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Meet the Poz, Black Feminist Helping to Change the World

Tranisha Arzah

Black feminist, activist, and HIV advocate Tranisha Arzah is a true inspiration, which is why she's one of The Advocate's Champions of Pride

Though her life didn’t necessarily start out easy, she has not only persevered — but triumphed. Born HIV-positive to a parent struggling with addiction in Seattle, Wash., Arzah experienced much trauma and heartache in her younger years, including the deaths of her mother and brother, and separation from her family into foster care. Arzah was eventually adopted by a foster parent, and her father fortunately overcame his battle with addiction and remains in her life today.

Now 28, Arzah keeps herself busy these days studying community health and education, with an emphasis on social justice, at Seattle Central College. For the past five years, she’s worked for BABES Network, a support program for women living with HIV, and is board member of Positive Women's Network-USA. Arzah also recently received the Pedro Zamora Young Leaders Scholarship, awarded by the National AIDS Memorial.

“As someone who has been living with HIV since birth,” she says, “it’s been what has propelled me to educate and organize spaces in which we can talk about what it means to live with HIV—and how HIV impacts everyone. I am always willing to speak about the intersectional issues impacting HIV, especially from the viewpoint of someone who is a long-term survivor and someone who was a young person living with this manageable chronic condition.”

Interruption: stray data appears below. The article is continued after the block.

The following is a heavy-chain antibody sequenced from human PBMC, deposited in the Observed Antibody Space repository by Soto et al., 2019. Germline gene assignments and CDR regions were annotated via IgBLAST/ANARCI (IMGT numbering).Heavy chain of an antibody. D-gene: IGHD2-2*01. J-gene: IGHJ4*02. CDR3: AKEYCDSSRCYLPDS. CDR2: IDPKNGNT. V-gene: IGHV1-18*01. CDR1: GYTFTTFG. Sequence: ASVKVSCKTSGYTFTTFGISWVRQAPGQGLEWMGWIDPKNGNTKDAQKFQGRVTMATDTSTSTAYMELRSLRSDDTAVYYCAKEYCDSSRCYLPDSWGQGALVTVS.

For fun, Arzah enjoys “traveling, going to queer variety [and] drag shows, and watching movies.” Future goals include traveling Europe, moving to New Orleans, and to “fluently know a different language, preferably Spanish.”

“I feel very honored to be recognized in this capacity. I’ve never been called a champion before! I don’t always feel like one honestly because even champions of something are just like anyone else, who are learning and continue to learn from the champions in their communities…. As someone who holds intersectional marginalized identities, I saw no other way to help myself then to help others like myself and educate folx who hold more privileged, who may not comprehend or see the various difficulties communities often go through.”

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